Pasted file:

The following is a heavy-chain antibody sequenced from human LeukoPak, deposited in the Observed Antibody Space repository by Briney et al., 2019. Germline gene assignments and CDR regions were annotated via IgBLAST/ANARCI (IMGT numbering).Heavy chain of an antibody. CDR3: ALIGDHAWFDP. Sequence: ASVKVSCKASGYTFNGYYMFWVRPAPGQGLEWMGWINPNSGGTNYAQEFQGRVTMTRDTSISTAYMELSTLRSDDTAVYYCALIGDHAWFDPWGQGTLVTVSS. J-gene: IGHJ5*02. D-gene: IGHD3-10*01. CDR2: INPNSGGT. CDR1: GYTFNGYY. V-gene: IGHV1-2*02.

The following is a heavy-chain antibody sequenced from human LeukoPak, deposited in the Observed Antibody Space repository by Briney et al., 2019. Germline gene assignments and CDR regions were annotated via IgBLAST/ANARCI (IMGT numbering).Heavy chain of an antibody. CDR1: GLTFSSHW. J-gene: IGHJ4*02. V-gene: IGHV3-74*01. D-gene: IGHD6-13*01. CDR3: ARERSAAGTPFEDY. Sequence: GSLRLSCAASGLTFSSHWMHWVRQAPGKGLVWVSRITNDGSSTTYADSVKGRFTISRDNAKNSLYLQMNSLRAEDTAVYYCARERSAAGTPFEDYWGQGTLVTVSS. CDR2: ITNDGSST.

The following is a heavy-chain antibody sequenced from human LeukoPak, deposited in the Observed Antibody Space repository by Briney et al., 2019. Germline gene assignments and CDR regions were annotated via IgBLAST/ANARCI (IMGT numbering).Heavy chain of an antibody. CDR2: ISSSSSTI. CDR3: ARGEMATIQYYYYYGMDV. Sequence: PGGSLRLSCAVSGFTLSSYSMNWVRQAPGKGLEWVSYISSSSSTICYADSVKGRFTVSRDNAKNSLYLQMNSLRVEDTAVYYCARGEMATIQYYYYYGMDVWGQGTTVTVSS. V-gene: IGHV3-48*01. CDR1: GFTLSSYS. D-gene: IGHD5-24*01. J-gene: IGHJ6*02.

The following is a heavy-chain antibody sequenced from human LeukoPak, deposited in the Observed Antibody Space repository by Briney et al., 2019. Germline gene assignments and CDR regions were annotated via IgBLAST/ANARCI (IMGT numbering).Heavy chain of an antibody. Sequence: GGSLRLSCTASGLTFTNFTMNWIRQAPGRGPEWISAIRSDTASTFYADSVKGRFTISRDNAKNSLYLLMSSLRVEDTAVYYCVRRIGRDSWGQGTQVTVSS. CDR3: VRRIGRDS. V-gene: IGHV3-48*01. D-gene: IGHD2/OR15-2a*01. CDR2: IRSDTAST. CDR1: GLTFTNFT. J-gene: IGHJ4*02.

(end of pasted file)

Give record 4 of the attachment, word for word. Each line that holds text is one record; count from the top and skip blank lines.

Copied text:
The following is a heavy-chain antibody sequenced from human LeukoPak, deposited in the Observed Antibody Space repository by Briney et al., 2019. Germline gene assignments and CDR regions were annotated via IgBLAST/ANARCI (IMGT numbering).Heavy chain of an antibody. Sequence: GGSLRLSCTASGLTFTNFTMNWIRQAPGRGPEWISAIRSDTASTFYADSVKGRFTISRDNAKNSLYLLMSSLRVEDTAVYYCVRRIGRDSWGQGTQVTVSS. CDR3: VRRIGRDS. V-gene: IGHV3-48*01. D-gene: IGHD2/OR15-2a*01. CDR2: IRSDTAST. CDR1: GLTFTNFT. J-gene: IGHJ4*02.